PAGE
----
A new report by the World Anti-Doping Agency has diminished the chances of Russia to get its suspension revoked and compete at the Rio Olympics.
The report claimed 736 tests were declined or canceled, 73 of 455 tests on athletes could not be collected, 23 tests were missed that the report said was a "significant amount", and 52 findings were adverse. It was also detailed by the report that athletes from different sports allegedly went to lengths for avoiding tests and fooling doping control officers (DCOs). The report one athlete left the stadium during a race and could not be located and another was seen running away from the mixed zone after an event.
WADA also highlighted the case of a Russian athlete who made use of a container that "presumably containing clean urine" that was inserted inside her and said it leaked onto the floor when she tried to use the container. It was further alleged that the athlete tried to bribe the DCO before she provided a sample that subsequently returned an adverse finding. The WADA independent commission also reported that 90 percent of Russian athletes approached by it either failed to respond or "emphatically" refused to be interviewed.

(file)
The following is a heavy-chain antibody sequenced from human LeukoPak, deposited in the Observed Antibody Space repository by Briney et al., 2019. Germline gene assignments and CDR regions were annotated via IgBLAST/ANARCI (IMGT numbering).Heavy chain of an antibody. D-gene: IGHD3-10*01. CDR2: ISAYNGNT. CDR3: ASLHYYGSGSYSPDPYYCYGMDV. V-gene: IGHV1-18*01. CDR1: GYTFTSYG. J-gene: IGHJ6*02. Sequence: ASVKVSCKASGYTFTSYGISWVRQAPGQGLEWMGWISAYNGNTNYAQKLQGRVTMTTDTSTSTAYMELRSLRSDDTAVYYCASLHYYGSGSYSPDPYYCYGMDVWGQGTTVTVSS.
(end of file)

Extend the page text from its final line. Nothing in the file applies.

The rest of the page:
The WADA report further added that doping control officers were intimidated when accessing military cities. It added armed federal security agents threatened them with expulsion from the country. The report by WADA also revealed it was reported by WADA-accredited laboratories that sample transportation packages have been opened by Russian customs that suggested interference by officials. It was also disclosed that national championships for Olympic sports, including Olympic qualifiers, were held in cities with restricted access because of ongoing civil conflicts that resulted in service providers declining test requests due to which tests were not carried out at the national weightlifting and national Greco-Roman wrestling championships.
Meanwhile, Russian Olympic medalists and world champions have made an appeal to the International Olympic Committee to let athletes with no history of doping to compete at the Rio Games. The 13 include Alexander Popov, a four-time Olympic champion swimmer, and judo champion Tagir Khaibulaev. In a letter to Thomas Bach, the jointly-signed letter said the fraud of dishonest people should not jeopardize the career of innocent fellow athletes.
WADA director general David Howman rubbished a request by the Russian Olympic Committee's athletes' commission that asked officials to not punish all the country's athletes for what they say are the misdeeds of a minority and take a "humanitarian attitude". Howman said all the supposedly clean Russians did not provided any assistance when the independent commission was seeking information for its investigation into Russia's doping problems. The WADA director general remarked the "clean" athletes should have come forward and offered information and must have proved to the world that we are not the ones who are breaking the rules and this is the way we do things.
Max Cobb, the president of U.S. Biathlon, said the Russian penalty shouldn't only apply to the track team and the suspension must extend to all Russian teams. Cobb said to let them compete is to accept government-organized, unbelievable subversion of the entire doping system.